MDL judge grants summary judgment in favor of Firm client on product identification defense.

On November 30, 2007, Chief Judge Todd J. Campbell of the United States District Court for the Middle District of Tennessee – appointed to over see the multidistrict litigation captioned In re Aredia and Zometa Products Liability Litigation, No. 3:06-MD-1760 (M.D. Tenn.) – entered summary judgment in favor of Novartis Pharmaceuticals Corporation (“NPC”) on claims brought by plaintiff Carrie Lee alleging that “she is at an increased risk of developing osteonecrosis of the jaw (ONJ) as a result of her use of the bisphosphonate drugs Zometa and/or Aredia.” Ms. Lee had previously been offered as a representative for a proposed dental monitoring class (Chief Judge Campbell previously denied plaintiffs’ motion to certify that dental monitoring class on October 10, 2007).

Notwithstanding the allegations in the complaint, the plaintiff conceded that she never took Zometa®. The case, thus, turned on whether plaintiff had taken NPC’s name-brand drug, Aredia® (pamidronate disodium), or a generic bioequivalent. NPC submitted affidavits from the Directors of Pharmacy at the two hospitals where plaintiff had been infused, which established that neither facility had purchased the name-brand product drug within the six months before the date that plaintiff had first been treated with pamidronate disodium at their facilities. In response to this evidence, the plaintiff sought additional discovery under Rule 56(f) and also argued that her own testimony regarding her treatment and medical records referring to “Aredia®” were sufficient to create an issue of material fact precluding summary judgment.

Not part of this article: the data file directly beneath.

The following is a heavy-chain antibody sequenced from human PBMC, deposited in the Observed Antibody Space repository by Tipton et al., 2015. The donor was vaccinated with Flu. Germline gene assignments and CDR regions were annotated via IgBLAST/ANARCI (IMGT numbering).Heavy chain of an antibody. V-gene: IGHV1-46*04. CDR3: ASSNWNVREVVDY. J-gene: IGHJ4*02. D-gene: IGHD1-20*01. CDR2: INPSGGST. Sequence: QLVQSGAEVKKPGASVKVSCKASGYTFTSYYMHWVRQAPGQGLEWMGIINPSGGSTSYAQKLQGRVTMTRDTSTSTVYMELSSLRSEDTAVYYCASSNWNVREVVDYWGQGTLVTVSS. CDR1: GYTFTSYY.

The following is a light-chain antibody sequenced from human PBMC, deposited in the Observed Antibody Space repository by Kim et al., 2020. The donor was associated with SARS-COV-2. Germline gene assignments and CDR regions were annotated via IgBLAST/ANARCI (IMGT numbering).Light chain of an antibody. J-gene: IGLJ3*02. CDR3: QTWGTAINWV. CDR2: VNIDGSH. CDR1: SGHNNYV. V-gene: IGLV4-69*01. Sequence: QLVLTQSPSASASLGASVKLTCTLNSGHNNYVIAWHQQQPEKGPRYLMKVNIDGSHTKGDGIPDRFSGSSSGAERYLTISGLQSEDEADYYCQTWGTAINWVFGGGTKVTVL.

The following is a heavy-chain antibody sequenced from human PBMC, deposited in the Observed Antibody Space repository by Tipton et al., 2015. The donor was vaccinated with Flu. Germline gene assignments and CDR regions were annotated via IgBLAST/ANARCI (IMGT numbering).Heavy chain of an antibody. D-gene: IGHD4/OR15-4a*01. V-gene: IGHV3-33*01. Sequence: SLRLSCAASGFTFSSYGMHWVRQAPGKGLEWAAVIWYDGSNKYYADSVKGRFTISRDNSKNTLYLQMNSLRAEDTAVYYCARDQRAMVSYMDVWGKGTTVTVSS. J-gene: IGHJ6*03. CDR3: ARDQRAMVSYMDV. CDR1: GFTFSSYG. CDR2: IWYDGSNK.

The Court rejected plaintiff’s plea for additional discovery under Rule 56(f) on the grounds that the plaintiff bore the burden of establishing that she had been unable to obtain adequate discovery on the issues provided, holding:

[T]he issue about which Plaintiff seeks additional discovery is the most fundamental element of her claim: whether she, in fact, took the drug about which she had sued Defendant. Plaintiff should have been able to establish this fact before she filed her lawsuit. Certainly Plaintiff has had time since this case was filed in September 2005 in which to, through due diligence, discover evidence to support her claim that she, in fact, took Aredia.

The Court also rejected plaintiff’s reliance on her own testimony and certain medical records, holding “that these self-serving statements and hearsay documents are insufficient, for purposes of summary judgment, to rebut the evidence presented by Defendant which shows that Plaintiff Lee did not take Aredia.”   Chief Judge Campbell then granted summary judgment in favor of NPC.

The MDL coordinating cases involving Zometa® and Aredia® was assigned by the Judicial Panel on Multidistrict Litigation to Chief Judge Campbell on April 18, 2006. Hollingsworth LLP is counsel to Novartis Pharmaceuticals Corporation.